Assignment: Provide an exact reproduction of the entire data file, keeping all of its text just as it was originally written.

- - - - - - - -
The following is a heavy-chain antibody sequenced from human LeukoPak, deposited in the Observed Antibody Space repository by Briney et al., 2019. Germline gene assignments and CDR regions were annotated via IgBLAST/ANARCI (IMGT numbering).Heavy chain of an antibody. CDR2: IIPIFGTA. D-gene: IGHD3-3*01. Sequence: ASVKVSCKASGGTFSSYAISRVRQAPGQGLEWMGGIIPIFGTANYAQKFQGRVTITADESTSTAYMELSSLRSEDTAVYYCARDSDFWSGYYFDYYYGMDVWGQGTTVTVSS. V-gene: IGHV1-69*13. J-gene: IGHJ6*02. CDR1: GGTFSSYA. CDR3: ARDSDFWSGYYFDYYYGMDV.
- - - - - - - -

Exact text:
The following is a heavy-chain antibody sequenced from human LeukoPak, deposited in the Observed Antibody Space repository by Briney et al., 2019. Germline gene assignments and CDR regions were annotated via IgBLAST/ANARCI (IMGT numbering).Heavy chain of an antibody. CDR2: IIPIFGTA. D-gene: IGHD3-3*01. Sequence: ASVKVSCKASGGTFSSYAISRVRQAPGQGLEWMGGIIPIFGTANYAQKFQGRVTITADESTSTAYMELSSLRSEDTAVYYCARDSDFWSGYYFDYYYGMDVWGQGTTVTVSS. V-gene: IGHV1-69*13. J-gene: IGHJ6*02. CDR1: GGTFSSYA. CDR3: ARDSDFWSGYYFDYYYGMDV.